What conditions are favourable to growth of Microorganisms?

What conditions are favourable to growth of Microorganisms?

As all living organisms, microorganisms also require a combination of various physical and chemical factors for their growth and multiplication. Although individual cells approximately double in size during their lifetime this change is not very significant. Microbial growth actually refers to increase in numbers of the cells. The requirements for microbial growth can be divided into two main categories: physical and chemical.

  • Physical aspects include temperature, pH, and osmotic pressure.
  • Chemical requirements macromolecules (carbon, nitrogen, hydrogen, sulfur, phosphorus, oxygen) and micro molecules (trace elements and organic growth factors as magnesium, potassium, sodium, calcium and iron in their ionised forms)

Physical Requirements

Temperature: Microorganisms are classified into three primary groups on the basis of their preferred range of temperature:

  • psychrophiles (cold- loving microbes),
  • mesophiles (moderate-temperature-loving microbes),
  • thermophiles (heat-loving microbes).

pH: pH 6.5-7 (neutral range) is best suited for bacterial growth. However some bacteria can grow at an acidic pH below about pH 4, are called acidophiles. While some bacteria prefer an alkaline pH (8-9), are called alkalophiles. Molds and yeasts (fungus) require an optimum pH of about 5 to 6 for growth.

Osmotic Pressure: Microorganisms require water for growth as they obtain almost all their nutrients in solution from the surrounding water. Some organisms adapt to the extreme high salt concentrations are called extreme halophiles, while some microorganisms require an optimum salt concentration for their growth, are called as obligate halophiles. Some microorganisms do not require salt for growth but are able to grow in salt concentrations upto 2%, (a concentration that inhibits the growth of many other organisms). These are called facultative halophiles.

Chemical Requirements

  • Carbon forms the skeleton or backbone of all organic molecules and hence, is the central component of the biological macromolecules as it. Hydrogen is also an important molecule that participates in energy generation processes in most microorganisms. Oxygen is of central importance to the respiration of many microorganisms while nitrogen is needed for the synthesis of proteins and nucleic acids, as well as for important molecules such as ATP.

In addition to the need for carbon, hydrogen and oxygen, microorganisms also require sources of energy and electrons for growth to take place. They can be grouped into classes on the basis of their nutritional requirements.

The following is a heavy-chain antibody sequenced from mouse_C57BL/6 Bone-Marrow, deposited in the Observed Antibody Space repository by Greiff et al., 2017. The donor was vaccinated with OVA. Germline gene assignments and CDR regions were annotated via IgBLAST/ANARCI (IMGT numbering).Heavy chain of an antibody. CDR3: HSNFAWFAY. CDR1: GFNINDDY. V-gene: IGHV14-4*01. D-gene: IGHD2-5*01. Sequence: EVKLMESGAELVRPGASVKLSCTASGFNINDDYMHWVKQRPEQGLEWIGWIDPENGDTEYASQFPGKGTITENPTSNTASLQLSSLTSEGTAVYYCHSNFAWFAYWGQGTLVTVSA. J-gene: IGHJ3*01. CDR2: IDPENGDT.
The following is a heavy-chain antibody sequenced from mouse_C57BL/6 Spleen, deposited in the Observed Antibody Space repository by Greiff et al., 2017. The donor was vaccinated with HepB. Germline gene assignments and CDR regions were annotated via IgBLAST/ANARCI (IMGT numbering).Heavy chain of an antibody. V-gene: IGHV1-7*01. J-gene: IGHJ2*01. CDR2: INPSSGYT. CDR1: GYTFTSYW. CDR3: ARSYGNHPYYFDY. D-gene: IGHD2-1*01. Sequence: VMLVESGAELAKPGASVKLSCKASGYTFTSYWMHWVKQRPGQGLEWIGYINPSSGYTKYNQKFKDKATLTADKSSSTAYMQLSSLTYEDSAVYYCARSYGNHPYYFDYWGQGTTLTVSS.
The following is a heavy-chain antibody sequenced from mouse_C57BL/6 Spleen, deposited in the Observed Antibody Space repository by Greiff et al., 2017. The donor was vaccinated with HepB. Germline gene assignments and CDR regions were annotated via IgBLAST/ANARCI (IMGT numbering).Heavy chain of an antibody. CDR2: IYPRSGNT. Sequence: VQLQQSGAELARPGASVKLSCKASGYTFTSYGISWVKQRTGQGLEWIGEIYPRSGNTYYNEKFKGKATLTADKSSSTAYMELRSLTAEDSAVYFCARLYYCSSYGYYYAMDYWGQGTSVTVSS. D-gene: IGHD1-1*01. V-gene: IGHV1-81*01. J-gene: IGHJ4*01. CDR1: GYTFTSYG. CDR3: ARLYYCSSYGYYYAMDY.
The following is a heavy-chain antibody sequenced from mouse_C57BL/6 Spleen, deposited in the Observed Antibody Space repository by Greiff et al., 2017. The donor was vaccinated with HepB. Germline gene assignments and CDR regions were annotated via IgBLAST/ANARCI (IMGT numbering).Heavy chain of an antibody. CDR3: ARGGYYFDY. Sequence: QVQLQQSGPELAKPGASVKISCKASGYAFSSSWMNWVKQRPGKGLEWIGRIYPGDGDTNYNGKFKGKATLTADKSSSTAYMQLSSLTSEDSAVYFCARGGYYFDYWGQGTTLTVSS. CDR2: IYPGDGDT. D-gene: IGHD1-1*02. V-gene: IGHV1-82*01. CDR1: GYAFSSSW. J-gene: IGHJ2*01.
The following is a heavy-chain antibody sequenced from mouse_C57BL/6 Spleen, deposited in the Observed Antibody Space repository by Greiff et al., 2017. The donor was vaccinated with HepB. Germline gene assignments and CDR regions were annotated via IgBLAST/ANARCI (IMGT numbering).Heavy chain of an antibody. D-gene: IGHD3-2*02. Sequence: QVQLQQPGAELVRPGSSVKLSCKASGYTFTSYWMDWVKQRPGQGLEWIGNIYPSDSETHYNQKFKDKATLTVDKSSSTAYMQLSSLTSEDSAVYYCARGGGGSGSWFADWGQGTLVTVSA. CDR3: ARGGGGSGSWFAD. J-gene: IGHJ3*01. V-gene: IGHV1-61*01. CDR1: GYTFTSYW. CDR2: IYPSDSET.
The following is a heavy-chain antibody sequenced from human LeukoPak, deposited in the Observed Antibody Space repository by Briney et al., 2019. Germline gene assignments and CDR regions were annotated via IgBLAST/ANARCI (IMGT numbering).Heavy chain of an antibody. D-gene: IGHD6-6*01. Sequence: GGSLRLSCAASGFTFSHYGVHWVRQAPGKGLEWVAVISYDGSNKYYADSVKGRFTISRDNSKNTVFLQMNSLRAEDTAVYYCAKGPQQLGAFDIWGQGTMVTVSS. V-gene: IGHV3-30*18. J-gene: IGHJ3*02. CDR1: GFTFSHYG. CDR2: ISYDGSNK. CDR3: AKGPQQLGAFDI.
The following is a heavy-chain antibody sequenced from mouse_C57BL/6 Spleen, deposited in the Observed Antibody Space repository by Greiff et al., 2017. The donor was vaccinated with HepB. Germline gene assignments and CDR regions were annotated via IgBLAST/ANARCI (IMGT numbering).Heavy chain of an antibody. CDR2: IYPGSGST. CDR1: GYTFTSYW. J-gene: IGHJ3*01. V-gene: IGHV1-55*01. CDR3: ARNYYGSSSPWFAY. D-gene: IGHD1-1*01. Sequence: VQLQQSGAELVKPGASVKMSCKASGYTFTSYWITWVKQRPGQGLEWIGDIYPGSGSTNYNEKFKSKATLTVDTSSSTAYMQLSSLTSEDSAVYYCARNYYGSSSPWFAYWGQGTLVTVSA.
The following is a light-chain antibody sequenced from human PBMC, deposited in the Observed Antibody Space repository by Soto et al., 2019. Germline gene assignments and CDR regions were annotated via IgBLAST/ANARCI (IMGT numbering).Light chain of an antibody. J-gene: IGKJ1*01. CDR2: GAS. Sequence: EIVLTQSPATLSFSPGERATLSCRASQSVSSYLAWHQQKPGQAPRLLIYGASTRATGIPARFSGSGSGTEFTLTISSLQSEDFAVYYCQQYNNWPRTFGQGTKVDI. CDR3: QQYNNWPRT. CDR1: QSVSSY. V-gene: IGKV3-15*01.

1. Autotrophs and Hetertrophs: Microorganisms can be classified as either heterotrophs or autotrophs with respect to their preferred source of carbon. Autotrophs can use \(CO_2\) as their sole or principal source of carbon. Organisms that use reduced, preformed organic molecules as carbon sources are heterotrophs
  2. Phototrophs and Chemotrophs: Phototrophs use light as their energy source, while chemotrophs obtain energy from the oxidation of chemical compounds (either or- ganic or inorganic). Microorganisms also have only two sources forelectrons.
  3. Lithotrophs and Organotrophs : Lithotrophs (i.e., “rock-eaters”) use reduced inorganic substances as their electron source, whereas organotrophs extract electrons from organic compounds.

All microorganisms come into one of four nutritional classes based on their primary sources of carbon, energy, and electrons, as demonstrated in the following table

Major Nutritional types  Source of Energy, Hydrogen/Electron, Carbon  Examples 
 Photolithoautotrophy  Light Energy  Algae
 Inorganic hydrogen/electron donor Purple and Green sulphur bacteria
 Carbon source-\( CO_2\)  Cyanobacteria
 Photoorganoheterotrophy  Light Energy  Purple nonsulphur bacteria
 Organic hydrogen/electron donor  Green nonsulphur
 Organic carbon source
 Chemolithoautotrophy  Chemical (organic) energy source  Sulphur oxidising bacteria
 Inorganic hydrogen/electron donor  Hydrogen bacteria
 Carbon source-\( CO_2\)   Nitrifying, Iron oxidising bacteria
 Chemoorganoheterotrophy  Chemical (organic) energy source  Protozoa
 Organic hydrogen/electron donor  Fungi
 Organic carbon source  Non photosynthetic bacteria

Points to Remember:

  • Microorganisms require optimum physical conditions and a combination of various chemical factors for their growth and multiplication.
  • Microorganisms can be classified and grouped into 4 major categories on the basis of source of energy they utilize, hydrogen/electron donor used and source of carbon.
  • Autotrophs use \( CO_2\) as their primary or sole carbon source; heterotrophs employ organic molecules.
  • Phototrophs use light energy, and chemotrophs obtain energy from the oxidation of chemical compounds.
  • Electrons are extracted from reduced inorganic substances by lithotrophs and from organic compounds by organotrophs

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  1. As we all know, Microbiology growth in Domestic Sewage can do wondors in reducing odur and allowing free flow. I personally feel that due importance is not given in India in this direction. The detergents we regularly use for our domestic purpose keep the sewage in Acedic media and may not support useful Bacteria.
    Appreciate if Dr.Rajshree Saxena can speak about the subject and suggest ways to use Bacteria Boosters where ever required.


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